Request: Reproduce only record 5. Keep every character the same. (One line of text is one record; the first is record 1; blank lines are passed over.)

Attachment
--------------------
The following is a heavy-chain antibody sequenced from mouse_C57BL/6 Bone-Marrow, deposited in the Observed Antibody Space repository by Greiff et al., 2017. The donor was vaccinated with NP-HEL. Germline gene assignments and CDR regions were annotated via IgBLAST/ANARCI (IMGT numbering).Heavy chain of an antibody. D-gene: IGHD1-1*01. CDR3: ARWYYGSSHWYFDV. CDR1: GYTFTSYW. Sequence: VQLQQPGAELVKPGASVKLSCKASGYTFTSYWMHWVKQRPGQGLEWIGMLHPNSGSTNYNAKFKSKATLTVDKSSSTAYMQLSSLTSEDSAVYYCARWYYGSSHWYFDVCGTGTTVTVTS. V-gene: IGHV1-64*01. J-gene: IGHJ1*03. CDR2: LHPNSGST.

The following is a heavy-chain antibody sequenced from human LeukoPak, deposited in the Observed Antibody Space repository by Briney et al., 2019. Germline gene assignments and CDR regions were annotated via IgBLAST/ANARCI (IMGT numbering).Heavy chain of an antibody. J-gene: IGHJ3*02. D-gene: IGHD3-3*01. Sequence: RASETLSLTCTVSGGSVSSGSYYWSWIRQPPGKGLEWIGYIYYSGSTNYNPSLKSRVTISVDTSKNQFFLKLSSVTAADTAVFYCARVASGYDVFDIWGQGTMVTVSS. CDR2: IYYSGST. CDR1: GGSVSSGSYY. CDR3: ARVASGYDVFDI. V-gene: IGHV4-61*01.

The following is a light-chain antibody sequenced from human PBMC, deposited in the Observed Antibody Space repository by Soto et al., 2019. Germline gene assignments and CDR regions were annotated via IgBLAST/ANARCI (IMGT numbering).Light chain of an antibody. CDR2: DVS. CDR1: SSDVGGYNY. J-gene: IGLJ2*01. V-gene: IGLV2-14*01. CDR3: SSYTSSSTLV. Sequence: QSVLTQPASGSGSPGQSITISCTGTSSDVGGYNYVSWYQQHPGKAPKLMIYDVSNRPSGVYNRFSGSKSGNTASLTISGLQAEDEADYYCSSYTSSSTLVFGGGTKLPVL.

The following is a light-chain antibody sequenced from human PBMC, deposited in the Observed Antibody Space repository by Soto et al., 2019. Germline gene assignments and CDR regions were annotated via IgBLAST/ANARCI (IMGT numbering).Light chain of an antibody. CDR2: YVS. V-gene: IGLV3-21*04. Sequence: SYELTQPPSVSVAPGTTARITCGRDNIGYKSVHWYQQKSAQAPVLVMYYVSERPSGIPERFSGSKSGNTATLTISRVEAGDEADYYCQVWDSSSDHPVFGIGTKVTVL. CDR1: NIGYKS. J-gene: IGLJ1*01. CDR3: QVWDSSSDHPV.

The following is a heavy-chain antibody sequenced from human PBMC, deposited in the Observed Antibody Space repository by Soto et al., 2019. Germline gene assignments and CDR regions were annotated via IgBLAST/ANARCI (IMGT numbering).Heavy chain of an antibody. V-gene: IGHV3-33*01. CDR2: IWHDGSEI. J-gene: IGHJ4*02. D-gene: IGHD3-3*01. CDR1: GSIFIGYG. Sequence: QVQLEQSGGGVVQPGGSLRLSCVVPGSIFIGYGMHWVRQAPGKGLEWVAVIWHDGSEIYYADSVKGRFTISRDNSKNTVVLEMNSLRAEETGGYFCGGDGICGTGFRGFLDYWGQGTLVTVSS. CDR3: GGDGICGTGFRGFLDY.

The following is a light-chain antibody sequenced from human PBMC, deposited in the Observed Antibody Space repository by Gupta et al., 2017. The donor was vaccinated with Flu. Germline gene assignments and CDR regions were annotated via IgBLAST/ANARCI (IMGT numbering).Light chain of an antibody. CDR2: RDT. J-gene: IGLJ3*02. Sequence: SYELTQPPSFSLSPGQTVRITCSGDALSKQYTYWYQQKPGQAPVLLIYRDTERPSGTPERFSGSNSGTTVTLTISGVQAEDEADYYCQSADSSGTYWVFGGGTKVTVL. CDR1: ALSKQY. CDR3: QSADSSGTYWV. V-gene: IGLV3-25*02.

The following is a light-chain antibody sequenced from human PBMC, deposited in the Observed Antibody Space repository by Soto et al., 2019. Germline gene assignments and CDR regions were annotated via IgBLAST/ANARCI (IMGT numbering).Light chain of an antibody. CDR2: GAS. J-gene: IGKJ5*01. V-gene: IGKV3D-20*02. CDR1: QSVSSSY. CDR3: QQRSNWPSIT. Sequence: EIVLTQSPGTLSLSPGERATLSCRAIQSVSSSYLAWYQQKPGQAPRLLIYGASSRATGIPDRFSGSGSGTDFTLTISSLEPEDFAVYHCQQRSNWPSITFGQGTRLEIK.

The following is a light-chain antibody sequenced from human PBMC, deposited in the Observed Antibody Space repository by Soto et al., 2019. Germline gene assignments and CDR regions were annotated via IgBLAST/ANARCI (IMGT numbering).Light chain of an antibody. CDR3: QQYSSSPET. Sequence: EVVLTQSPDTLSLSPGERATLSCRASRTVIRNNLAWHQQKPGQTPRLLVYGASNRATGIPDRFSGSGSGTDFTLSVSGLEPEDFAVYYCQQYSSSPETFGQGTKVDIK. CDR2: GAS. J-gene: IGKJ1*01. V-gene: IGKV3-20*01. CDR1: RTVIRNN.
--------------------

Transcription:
The following is a heavy-chain antibody sequenced from human PBMC, deposited in the Observed Antibody Space repository by Soto et al., 2019. Germline gene assignments and CDR regions were annotated via IgBLAST/ANARCI (IMGT numbering).Heavy chain of an antibody. V-gene: IGHV3-33*01. CDR2: IWHDGSEI. J-gene: IGHJ4*02. D-gene: IGHD3-3*01. CDR1: GSIFIGYG. Sequence: QVQLEQSGGGVVQPGGSLRLSCVVPGSIFIGYGMHWVRQAPGKGLEWVAVIWHDGSEIYYADSVKGRFTISRDNSKNTVVLEMNSLRAEETGGYFCGGDGICGTGFRGFLDYWGQGTLVTVSS. CDR3: GGDGICGTGFRGFLDY.